Want to learn more about how to become the best you possible?  Come visit the web site, or better yet, contact me and see how we can design a program to fit your needs and desired outcomes.

     - Ian J. Blei


Valentine's Day isn't the only reason
 to get along

Communication is the number one issue couples identify as their stumbling block, followed closely by control battles. This doesn't have to be the case at all!

Want the secret decoder ring? Understanding each other will be so simple, you'll wonder why you waited so long.

Pop by the
web site to see what's on Special for February! Look for some hearts.

"The ride home from our session may have been the first time in years where we had a fun, exciting conversation in the car, instead of getting caught up in complaints or bickering.  Instant success!" -M.F., San Francisco, CA

If you're looking for the best you but having trouble finding him/her, have a conversation with Ian and you'll see a light of possibilities." - Dr. A.P., San Francisco, CA


Resource Links:

Conscious Communication -
The Integram - the podcast series

Melissa Risdon's Raving Fan Radio Show:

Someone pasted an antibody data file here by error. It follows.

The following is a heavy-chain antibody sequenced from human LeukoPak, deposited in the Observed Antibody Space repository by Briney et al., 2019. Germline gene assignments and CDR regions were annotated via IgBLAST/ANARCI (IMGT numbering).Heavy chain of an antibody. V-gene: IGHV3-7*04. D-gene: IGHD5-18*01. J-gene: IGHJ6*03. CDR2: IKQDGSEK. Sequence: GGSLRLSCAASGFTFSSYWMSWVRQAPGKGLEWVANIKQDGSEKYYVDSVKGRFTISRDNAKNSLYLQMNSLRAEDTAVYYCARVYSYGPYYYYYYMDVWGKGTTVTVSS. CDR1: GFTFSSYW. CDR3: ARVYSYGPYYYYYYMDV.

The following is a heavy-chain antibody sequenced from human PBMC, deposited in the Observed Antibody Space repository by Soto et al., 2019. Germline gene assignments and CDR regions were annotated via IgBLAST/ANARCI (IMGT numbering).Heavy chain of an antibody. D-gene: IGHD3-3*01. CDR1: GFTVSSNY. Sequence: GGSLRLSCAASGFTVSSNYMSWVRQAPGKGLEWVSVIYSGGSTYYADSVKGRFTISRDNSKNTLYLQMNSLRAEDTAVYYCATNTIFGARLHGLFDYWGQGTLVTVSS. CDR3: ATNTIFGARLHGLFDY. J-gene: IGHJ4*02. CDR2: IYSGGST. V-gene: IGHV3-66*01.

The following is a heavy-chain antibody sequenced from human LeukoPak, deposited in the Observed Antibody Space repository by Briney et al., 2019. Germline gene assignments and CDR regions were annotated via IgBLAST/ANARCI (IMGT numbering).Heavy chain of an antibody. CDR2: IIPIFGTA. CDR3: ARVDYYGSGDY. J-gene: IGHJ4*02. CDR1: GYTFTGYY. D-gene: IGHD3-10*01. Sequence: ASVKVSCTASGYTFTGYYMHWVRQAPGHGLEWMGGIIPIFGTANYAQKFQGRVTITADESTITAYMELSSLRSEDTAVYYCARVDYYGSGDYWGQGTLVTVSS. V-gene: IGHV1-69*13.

Ian Blei on the
Integram (TM) -understanding ourselves, each other, and our relationships

KG Stiles: "Conversations that Enlighten and Heal"
Ian Blei on Kind Ambition and the
Integram (TM)

Kind Ambition - 2nd Edition


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The Optimizer
Ian Blei,
Director of the
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Kind Ambition is about you having the tools to slide over to the driver’s seat of your own life.  Circumstances will always be changing, seemingly thwarting our plans, but we don’t have to be  thrown around by them. You can be in charge of your choices and actions more than you might imagine - yet.


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"If you are interested in success, whether it is in running a large organization, a small business, or leading a satisfying life, you will find a right blend of rules, wisdom and wit in a digestible fashion that will serve to accomplish your objectives. The notion that kindness can be blended with ambition and made to work and serve the "bottom line" is enlightening, uplifting and satisfying."

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“An easy to use guide for anyone who wants to achieve real  growth and success. His sensible and practical tactics solve age-old challenges with real, how-to solutions. Best of all, Ian lives his work!”